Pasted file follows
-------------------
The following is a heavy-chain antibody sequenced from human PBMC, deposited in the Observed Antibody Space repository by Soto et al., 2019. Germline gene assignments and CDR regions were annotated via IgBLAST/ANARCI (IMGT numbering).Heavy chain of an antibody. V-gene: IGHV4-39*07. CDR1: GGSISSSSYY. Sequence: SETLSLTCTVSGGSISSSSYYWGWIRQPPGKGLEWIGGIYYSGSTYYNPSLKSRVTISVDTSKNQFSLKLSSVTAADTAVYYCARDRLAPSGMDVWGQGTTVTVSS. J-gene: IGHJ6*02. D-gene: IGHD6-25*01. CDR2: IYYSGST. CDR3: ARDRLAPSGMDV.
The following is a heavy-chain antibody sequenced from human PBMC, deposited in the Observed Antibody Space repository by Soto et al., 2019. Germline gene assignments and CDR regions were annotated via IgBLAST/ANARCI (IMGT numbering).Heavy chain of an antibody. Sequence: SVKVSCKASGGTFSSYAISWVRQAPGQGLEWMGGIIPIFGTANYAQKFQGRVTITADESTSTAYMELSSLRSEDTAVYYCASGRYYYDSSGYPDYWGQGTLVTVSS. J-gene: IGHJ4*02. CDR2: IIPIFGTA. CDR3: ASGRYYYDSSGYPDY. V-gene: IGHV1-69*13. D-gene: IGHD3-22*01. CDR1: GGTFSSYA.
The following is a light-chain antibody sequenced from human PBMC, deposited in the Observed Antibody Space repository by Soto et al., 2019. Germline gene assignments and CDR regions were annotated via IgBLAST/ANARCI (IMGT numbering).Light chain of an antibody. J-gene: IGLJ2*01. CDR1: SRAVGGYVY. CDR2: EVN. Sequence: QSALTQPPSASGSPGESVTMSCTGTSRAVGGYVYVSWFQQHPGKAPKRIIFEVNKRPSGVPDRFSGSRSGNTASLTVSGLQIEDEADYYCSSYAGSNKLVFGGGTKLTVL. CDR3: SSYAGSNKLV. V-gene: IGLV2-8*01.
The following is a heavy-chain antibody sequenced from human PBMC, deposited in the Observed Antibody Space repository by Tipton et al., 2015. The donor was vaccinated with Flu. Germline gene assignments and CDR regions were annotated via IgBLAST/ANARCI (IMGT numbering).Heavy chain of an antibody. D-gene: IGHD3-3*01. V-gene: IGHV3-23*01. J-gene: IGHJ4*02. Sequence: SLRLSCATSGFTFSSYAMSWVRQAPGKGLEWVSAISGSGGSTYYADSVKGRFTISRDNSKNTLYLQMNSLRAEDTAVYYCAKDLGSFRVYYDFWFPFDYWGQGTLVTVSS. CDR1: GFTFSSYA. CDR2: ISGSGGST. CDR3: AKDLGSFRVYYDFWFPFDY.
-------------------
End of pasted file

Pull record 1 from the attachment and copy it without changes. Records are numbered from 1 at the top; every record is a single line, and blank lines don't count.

The following is a heavy-chain antibody sequenced from human PBMC, deposited in the Observed Antibody Space repository by Soto et al., 2019. Germline gene assignments and CDR regions were annotated via IgBLAST/ANARCI (IMGT numbering).Heavy chain of an antibody. V-gene: IGHV4-39*07. CDR1: GGSISSSSYY. Sequence: SETLSLTCTVSGGSISSSSYYWGWIRQPPGKGLEWIGGIYYSGSTYYNPSLKSRVTISVDTSKNQFSLKLSSVTAADTAVYYCARDRLAPSGMDVWGQGTTVTVSS. J-gene: IGHJ6*02. D-gene: IGHD6-25*01. CDR2: IYYSGST. CDR3: ARDRLAPSGMDV.